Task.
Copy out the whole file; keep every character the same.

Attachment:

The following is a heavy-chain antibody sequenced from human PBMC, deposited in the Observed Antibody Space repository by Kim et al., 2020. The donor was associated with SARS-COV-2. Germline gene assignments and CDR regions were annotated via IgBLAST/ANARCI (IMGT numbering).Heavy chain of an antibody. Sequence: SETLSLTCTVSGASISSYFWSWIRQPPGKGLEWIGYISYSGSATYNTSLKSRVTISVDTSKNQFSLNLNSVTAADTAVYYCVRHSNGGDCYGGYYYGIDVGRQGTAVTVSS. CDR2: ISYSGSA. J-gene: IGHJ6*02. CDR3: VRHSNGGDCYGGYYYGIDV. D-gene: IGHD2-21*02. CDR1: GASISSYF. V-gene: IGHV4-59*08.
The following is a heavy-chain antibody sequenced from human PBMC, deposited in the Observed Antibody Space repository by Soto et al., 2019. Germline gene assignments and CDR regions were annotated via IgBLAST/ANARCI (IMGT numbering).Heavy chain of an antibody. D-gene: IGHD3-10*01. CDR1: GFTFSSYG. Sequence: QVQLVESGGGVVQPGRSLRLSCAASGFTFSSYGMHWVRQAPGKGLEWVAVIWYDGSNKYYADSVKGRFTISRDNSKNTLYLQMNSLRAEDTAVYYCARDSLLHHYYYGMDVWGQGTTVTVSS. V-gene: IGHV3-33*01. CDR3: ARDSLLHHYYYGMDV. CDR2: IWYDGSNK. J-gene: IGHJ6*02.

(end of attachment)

The following is a heavy-chain antibody sequenced from human PBMC, deposited in the Observed Antibody Space repository by Kim et al., 2020. The donor was associated with SARS-COV-2. Germline gene assignments and CDR regions were annotated via IgBLAST/ANARCI (IMGT numbering).Heavy chain of an antibody. Sequence: SETLSLTCTVSGASISSYFWSWIRQPPGKGLEWIGYISYSGSATYNTSLKSRVTISVDTSKNQFSLNLNSVTAADTAVYYCVRHSNGGDCYGGYYYGIDVGRQGTAVTVSS. CDR2: ISYSGSA. J-gene: IGHJ6*02. CDR3: VRHSNGGDCYGGYYYGIDV. D-gene: IGHD2-21*02. CDR1: GASISSYF. V-gene: IGHV4-59*08.
The following is a heavy-chain antibody sequenced from human PBMC, deposited in the Observed Antibody Space repository by Soto et al., 2019. Germline gene assignments and CDR regions were annotated via IgBLAST/ANARCI (IMGT numbering).Heavy chain of an antibody. D-gene: IGHD3-10*01. CDR1: GFTFSSYG. Sequence: QVQLVESGGGVVQPGRSLRLSCAASGFTFSSYGMHWVRQAPGKGLEWVAVIWYDGSNKYYADSVKGRFTISRDNSKNTLYLQMNSLRAEDTAVYYCARDSLLHHYYYGMDVWGQGTTVTVSS. V-gene: IGHV3-33*01. CDR3: ARDSLLHHYYYGMDV. CDR2: IWYDGSNK. J-gene: IGHJ6*02.